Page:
Two recent studies, one pertaining to family businesses and the other to health care, are worth at least a glance -- and some thought.
• Healthcare. The U.S. spends more than $2.5 trillion annually on health care, more than any other nation; yet a study published earlier this month by the nonpartisan Institute of Medicine and the National Research Council, both Washington, D.C., places us 17th on a list of 17 peer countries when it comes to male life expectancy (75.64 years) and 16th of 17 in female life expectancy (80.78 years).
The data should be sobering for business owners. In spite of the insurance costs we and our employees pay, we generally live shorter lives and, according to the data, "have a long-standing pattern of poorer health that is strikingly consistent and pervasive" over our lifetimes.
This is not an Obamacare issue, and it's not something we can blame on the poor and uninsured. The study notes additional research indicating that "even advantaged Americans -- those who are white, insured, college-educated or upper income -- are in worse health than similar individuals in other countries."
The lost days and inefficiencies that come with employee and family health issues are costly. Although the study says that "No single factor can fully explain the U.S. health disadvantage," the report lists nine areas where "Americans as a group fare worse" than our counterparts in peer countries: Infant mortality and low birth weight; injuries and homicides; adolescent pregnancy and sexually transmitted infections; HIV and AIDS; drug-related deaths; obesity and diabetes; heart disease; chronic lung disease; and disability.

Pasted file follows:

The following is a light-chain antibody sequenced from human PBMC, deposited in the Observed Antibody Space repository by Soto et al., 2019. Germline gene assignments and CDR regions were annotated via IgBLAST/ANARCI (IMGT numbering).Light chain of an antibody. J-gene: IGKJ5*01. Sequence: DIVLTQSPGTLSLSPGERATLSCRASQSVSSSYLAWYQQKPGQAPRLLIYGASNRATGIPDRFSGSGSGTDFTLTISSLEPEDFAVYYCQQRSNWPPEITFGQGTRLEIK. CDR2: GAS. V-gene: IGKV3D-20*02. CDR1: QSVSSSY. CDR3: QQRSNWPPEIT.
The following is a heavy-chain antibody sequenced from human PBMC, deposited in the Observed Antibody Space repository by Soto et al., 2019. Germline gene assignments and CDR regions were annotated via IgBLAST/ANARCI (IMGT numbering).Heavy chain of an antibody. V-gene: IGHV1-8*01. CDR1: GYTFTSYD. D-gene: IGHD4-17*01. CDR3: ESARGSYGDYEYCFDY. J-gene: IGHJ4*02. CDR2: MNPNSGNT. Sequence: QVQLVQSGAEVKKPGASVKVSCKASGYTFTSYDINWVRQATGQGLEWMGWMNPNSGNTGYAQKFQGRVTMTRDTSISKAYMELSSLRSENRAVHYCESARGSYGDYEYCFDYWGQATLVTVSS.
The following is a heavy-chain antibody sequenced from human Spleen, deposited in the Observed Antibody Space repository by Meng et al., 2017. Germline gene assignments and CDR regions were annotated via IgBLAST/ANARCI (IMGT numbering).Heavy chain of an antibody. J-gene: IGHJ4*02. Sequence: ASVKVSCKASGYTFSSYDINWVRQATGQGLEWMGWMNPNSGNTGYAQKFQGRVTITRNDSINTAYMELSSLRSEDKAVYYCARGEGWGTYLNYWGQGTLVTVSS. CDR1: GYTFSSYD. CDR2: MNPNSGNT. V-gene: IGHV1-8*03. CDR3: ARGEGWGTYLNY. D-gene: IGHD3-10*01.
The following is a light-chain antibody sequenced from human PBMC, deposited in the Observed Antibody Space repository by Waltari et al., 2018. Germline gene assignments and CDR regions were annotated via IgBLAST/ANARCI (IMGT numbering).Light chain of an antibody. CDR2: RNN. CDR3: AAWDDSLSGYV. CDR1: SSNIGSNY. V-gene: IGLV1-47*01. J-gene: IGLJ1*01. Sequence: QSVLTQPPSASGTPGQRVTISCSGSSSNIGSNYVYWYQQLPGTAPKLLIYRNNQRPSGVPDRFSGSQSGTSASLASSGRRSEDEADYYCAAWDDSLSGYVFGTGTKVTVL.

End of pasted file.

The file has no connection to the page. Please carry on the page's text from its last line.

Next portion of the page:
It might be time to talk to your health provider about a wellness program. We need healthy workers.
• Family businesses. Research underwritten by PricewaterhouseCoopers LLP, which has its U.S. headquarters in New York, is a tad dated: The research was completed prior to the U.S. elections and fiscal cliff battles, including the debt ceiling, and covers only 100 owners, leaders and top executives of family businesses.
Still, family businesses have issues that often match more traditional small business concerns.
What's most interesting in the PwC survey are the five areas that family business leaders think "merit special attention" over the next year:
• Innovation -- especially, the report says, innovation tied to business goals.
• The right technology, important in part because technology drives so much of today's innovation.
• Talent -- basically having the right talent on hand, training and retaining it.
• Succession planning. The report says that formal and routinely updated succession plans help signal that a "company is here to stay."
• International expansion, indicated by a willingness to "(go) where demand is growing."
I've condensed the PwC list by leaving out the supporting conversation, but take a second look: That list of concerns fits many businesses.
• Jim Kendall welcomes comments at JKendall@121MarketingResources.com
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